In prior blogs in this series, we wrote about the natural desire to prevail against perceived rivals and the potential use of game theory to understand obstacles in the current legal system as it takes families through separations and divorce. We next focused on how the legal system can trap people into self-defeating patterns of decision making: Trap #1 – distracting people from their life goals into thinking that legal outcomes are goals; Trap #2– treating divorce as a zero sum game; Trap #3: the system assuming disputes and seducing parents into thinking the same; Trap #4: treating children as property; Trap #5, acting as if selfishness is the best strategy; Trap #6, believing that winning is critical; and Trap #7: thinking that being angry is better than being sad; Trap #8, that a marital settlement agreement should be built deductively, rather than inductively.
Here we consider Trap #9: that a divorce is the end of a relationship. It is obvious that a divorce is not the end of a relationship when parties have children. They will interact with one another, directly and positively, directly and negatively, or indirectly and negatively for the rest of their lives. A divorce ends parts of the marriage but the parenting partnership and expenses involved in that partnership continues for the rest of the parents’ lives.
However, even in a divorce without children, the relationship continues. Sometimes it is in a very direct way, with continuing contact with one another or extended families and friends but also sometimes there is no direct contact, but the relationship remains part of the psychological life of both spouses. We are all the sum of our experiences in life, including the people who were important parts of those experiences. For example, we might still be carrying on internal conversations with a long dead grandparent, smiling at the thought of fond experiences with friends we no longer see and even still being sad that the dreams and hopes we had for our marriage failed to materialize.
When we think this way, that we are going to have a relationship with our spouse/other parent for the rest of our lives, we ought to step back and consider what kind of relationship we want to have and who we want to be in that relationship. A divorce is not “final,” it is a major life transition. Attorneys might view the final judgment of divorce as the end, because it might appear to be the end of the case, and convey this perspective to clients. This is a disservice to the client and also traps them into strategies that become self-defeating. Getting a bargain on a used car with deceit, aggressive tactics and Boulwarian bargaining can be wise because there is no lasting relationship with the salesman. Employing these strategies to a divorce can poison the relationship with harm, guilt, regret, shame and real damage to children. Rather than recalling the marriage with fond memories and sadness at the ending, what is remembered is the horrible divorce. The anger, guilt and shame fester inside and adversely affect the future. The pain can infect a perspective on relationships and even when people remarry, they are a little distrustful because they might experience the same pain again.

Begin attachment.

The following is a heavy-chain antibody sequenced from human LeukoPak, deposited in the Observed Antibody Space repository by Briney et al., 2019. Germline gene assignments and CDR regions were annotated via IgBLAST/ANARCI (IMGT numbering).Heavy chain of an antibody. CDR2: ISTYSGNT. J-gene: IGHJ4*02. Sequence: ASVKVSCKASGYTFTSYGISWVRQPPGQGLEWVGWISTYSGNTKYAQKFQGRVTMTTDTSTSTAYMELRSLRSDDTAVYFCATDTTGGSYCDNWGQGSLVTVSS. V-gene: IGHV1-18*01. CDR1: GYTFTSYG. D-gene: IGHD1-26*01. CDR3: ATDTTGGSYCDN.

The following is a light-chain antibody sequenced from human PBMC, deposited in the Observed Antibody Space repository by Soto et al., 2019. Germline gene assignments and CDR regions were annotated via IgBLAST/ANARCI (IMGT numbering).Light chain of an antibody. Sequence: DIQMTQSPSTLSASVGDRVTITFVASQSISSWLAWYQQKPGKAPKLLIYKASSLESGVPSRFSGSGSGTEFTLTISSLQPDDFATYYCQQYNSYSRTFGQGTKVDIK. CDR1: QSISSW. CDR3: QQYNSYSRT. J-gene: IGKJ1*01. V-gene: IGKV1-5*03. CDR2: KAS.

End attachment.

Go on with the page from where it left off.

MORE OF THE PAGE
Attorneys can serve their clients well by keeping this trap in mind and keeping their client focused on the long-term relationship that they will have with their spouse, whether they interact with that spouse or not. Spouses, especially with children, should recognize that their divorce is simply a transition into a more limited relationship, but one that will last for the rest of their lives.